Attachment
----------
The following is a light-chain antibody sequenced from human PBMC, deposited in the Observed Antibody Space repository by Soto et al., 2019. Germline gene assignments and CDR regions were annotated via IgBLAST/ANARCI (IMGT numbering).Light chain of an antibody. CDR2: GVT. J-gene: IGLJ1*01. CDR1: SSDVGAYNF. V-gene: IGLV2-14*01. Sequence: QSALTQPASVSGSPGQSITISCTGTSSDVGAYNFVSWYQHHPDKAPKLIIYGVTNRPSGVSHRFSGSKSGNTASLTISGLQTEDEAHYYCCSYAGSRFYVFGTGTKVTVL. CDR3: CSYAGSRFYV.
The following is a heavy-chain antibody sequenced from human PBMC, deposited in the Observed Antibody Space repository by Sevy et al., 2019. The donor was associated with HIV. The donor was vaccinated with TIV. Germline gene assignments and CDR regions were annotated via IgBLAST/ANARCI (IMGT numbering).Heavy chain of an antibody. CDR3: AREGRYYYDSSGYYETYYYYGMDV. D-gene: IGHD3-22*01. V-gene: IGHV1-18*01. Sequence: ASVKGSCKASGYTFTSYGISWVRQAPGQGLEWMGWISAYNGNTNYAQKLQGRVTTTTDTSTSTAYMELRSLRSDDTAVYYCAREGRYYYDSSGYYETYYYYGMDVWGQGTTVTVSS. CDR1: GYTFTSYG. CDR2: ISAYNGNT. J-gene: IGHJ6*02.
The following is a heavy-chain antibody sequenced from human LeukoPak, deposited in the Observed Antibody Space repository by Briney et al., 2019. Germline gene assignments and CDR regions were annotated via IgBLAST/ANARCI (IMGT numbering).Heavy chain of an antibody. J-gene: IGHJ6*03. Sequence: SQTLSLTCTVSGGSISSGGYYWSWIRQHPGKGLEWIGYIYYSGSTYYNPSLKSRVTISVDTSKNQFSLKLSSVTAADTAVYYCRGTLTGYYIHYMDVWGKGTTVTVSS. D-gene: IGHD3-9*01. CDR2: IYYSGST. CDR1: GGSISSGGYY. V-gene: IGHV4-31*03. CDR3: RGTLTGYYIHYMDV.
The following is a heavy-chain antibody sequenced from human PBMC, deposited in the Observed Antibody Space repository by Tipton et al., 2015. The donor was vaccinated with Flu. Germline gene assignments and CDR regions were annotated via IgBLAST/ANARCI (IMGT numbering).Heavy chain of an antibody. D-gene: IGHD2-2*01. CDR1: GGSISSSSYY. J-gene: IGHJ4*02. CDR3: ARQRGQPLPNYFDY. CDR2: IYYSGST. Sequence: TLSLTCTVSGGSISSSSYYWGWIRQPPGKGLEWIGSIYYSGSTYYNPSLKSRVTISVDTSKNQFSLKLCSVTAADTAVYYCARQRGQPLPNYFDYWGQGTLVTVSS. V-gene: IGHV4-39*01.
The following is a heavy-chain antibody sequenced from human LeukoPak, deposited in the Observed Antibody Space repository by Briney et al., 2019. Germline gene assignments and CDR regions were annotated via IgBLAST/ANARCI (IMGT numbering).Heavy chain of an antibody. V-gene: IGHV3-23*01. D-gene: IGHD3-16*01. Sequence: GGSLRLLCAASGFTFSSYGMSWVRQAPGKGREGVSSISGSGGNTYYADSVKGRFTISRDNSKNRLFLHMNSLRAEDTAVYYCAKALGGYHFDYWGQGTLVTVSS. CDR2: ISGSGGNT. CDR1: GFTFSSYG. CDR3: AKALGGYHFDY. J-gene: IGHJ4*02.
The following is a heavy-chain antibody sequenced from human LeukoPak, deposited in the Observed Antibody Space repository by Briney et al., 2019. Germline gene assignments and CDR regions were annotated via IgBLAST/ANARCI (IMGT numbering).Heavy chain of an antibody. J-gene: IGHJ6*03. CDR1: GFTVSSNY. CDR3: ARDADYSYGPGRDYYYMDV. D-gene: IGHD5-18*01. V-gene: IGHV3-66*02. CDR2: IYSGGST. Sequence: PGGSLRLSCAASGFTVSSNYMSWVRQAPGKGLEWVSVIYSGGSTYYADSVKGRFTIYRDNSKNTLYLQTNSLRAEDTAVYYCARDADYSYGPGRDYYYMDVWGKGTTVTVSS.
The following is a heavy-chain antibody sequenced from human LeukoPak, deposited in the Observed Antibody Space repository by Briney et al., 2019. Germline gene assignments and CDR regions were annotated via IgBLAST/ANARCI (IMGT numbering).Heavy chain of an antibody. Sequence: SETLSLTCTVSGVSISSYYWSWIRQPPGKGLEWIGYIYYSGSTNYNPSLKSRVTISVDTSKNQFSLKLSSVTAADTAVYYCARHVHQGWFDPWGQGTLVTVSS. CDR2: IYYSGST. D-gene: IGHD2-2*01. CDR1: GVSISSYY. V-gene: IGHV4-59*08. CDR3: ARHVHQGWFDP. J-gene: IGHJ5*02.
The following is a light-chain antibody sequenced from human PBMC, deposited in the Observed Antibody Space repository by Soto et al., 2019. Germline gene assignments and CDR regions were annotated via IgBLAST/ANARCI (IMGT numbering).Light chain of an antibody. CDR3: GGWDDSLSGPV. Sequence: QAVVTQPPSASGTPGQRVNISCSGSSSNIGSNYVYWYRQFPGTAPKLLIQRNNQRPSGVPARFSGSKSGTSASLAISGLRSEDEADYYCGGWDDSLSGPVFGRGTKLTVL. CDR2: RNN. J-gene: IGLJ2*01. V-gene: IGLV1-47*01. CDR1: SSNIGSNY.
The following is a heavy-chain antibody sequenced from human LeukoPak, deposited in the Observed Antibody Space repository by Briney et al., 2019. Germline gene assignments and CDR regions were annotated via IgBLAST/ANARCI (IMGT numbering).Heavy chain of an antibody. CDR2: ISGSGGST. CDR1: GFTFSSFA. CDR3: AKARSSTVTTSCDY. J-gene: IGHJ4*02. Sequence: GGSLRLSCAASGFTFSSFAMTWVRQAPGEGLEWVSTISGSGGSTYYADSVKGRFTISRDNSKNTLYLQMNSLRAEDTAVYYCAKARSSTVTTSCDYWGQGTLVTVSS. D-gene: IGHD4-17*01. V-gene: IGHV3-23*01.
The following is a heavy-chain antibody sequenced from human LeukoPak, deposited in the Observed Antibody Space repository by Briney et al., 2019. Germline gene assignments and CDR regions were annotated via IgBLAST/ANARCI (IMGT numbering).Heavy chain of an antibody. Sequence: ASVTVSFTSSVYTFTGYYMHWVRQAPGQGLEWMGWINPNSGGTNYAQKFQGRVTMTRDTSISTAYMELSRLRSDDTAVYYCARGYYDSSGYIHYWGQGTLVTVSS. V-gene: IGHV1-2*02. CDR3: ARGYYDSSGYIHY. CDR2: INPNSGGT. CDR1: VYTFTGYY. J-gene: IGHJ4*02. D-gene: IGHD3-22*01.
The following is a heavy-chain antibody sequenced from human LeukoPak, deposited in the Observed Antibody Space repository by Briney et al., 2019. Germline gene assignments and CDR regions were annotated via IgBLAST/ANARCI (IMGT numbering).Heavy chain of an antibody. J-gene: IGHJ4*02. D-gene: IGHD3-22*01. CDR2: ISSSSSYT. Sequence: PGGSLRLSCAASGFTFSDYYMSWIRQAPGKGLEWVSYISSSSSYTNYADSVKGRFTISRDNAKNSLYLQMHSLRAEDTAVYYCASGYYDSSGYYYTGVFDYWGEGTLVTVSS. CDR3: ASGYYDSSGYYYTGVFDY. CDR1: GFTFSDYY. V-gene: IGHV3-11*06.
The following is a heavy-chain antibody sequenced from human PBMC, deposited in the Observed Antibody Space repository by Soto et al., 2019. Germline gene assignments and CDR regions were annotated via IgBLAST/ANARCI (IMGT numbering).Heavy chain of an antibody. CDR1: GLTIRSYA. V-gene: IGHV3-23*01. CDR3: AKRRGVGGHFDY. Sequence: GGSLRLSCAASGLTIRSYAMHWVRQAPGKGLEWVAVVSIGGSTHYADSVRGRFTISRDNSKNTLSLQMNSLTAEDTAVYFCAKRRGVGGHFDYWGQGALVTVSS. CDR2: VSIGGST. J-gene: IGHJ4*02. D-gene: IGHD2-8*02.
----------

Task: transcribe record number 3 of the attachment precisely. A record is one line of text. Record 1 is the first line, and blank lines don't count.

The following is a heavy-chain antibody sequenced from human LeukoPak, deposited in the Observed Antibody Space repository by Briney et al., 2019. Germline gene assignments and CDR regions were annotated via IgBLAST/ANARCI (IMGT numbering).Heavy chain of an antibody. J-gene: IGHJ6*03. Sequence: SQTLSLTCTVSGGSISSGGYYWSWIRQHPGKGLEWIGYIYYSGSTYYNPSLKSRVTISVDTSKNQFSLKLSSVTAADTAVYYCRGTLTGYYIHYMDVWGKGTTVTVSS. D-gene: IGHD3-9*01. CDR2: IYYSGST. CDR1: GGSISSGGYY. V-gene: IGHV4-31*03. CDR3: RGTLTGYYIHYMDV.